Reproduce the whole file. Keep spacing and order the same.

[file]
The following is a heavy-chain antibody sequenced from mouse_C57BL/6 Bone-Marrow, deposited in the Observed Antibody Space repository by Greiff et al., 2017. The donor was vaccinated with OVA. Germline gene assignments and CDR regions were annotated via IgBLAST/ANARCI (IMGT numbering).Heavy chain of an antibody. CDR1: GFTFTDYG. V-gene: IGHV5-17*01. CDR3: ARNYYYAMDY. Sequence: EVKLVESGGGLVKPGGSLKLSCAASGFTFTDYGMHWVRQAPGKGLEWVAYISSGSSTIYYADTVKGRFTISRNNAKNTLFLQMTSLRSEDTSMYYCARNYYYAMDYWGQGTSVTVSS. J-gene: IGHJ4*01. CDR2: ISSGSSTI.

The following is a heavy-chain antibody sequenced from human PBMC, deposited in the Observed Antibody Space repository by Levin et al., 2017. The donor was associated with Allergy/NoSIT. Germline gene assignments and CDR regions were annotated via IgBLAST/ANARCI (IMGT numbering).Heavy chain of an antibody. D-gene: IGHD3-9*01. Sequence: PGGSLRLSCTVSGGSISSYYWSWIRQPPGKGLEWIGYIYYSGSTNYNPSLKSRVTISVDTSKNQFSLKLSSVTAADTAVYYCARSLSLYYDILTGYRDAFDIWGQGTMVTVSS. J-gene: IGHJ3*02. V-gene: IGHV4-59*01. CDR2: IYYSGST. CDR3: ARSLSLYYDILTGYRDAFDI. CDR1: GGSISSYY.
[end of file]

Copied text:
The following is a heavy-chain antibody sequenced from mouse_C57BL/6 Bone-Marrow, deposited in the Observed Antibody Space repository by Greiff et al., 2017. The donor was vaccinated with OVA. Germline gene assignments and CDR regions were annotated via IgBLAST/ANARCI (IMGT numbering).Heavy chain of an antibody. CDR1: GFTFTDYG. V-gene: IGHV5-17*01. CDR3: ARNYYYAMDY. Sequence: EVKLVESGGGLVKPGGSLKLSCAASGFTFTDYGMHWVRQAPGKGLEWVAYISSGSSTIYYADTVKGRFTISRNNAKNTLFLQMTSLRSEDTSMYYCARNYYYAMDYWGQGTSVTVSS. J-gene: IGHJ4*01. CDR2: ISSGSSTI.

The following is a heavy-chain antibody sequenced from human PBMC, deposited in the Observed Antibody Space repository by Levin et al., 2017. The donor was associated with Allergy/NoSIT. Germline gene assignments and CDR regions were annotated via IgBLAST/ANARCI (IMGT numbering).Heavy chain of an antibody. D-gene: IGHD3-9*01. Sequence: PGGSLRLSCTVSGGSISSYYWSWIRQPPGKGLEWIGYIYYSGSTNYNPSLKSRVTISVDTSKNQFSLKLSSVTAADTAVYYCARSLSLYYDILTGYRDAFDIWGQGTMVTVSS. J-gene: IGHJ3*02. V-gene: IGHV4-59*01. CDR2: IYYSGST. CDR3: ARSLSLYYDILTGYRDAFDI. CDR1: GGSISSYY.